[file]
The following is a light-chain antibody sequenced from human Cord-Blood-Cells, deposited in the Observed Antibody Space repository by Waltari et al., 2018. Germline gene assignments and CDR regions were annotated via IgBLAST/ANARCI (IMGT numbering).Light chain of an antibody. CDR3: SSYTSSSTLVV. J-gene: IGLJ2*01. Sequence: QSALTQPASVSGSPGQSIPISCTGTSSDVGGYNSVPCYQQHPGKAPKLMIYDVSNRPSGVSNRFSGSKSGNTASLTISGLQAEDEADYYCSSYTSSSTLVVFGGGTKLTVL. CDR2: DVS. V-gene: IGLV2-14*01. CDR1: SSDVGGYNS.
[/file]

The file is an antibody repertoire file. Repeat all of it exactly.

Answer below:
The following is a light-chain antibody sequenced from human Cord-Blood-Cells, deposited in the Observed Antibody Space repository by Waltari et al., 2018. Germline gene assignments and CDR regions were annotated via IgBLAST/ANARCI (IMGT numbering).Light chain of an antibody. CDR3: SSYTSSSTLVV. J-gene: IGLJ2*01. Sequence: QSALTQPASVSGSPGQSIPISCTGTSSDVGGYNSVPCYQQHPGKAPKLMIYDVSNRPSGVSNRFSGSKSGNTASLTISGLQAEDEADYYCSSYTSSSTLVVFGGGTKLTVL. CDR2: DVS. V-gene: IGLV2-14*01. CDR1: SSDVGGYNS.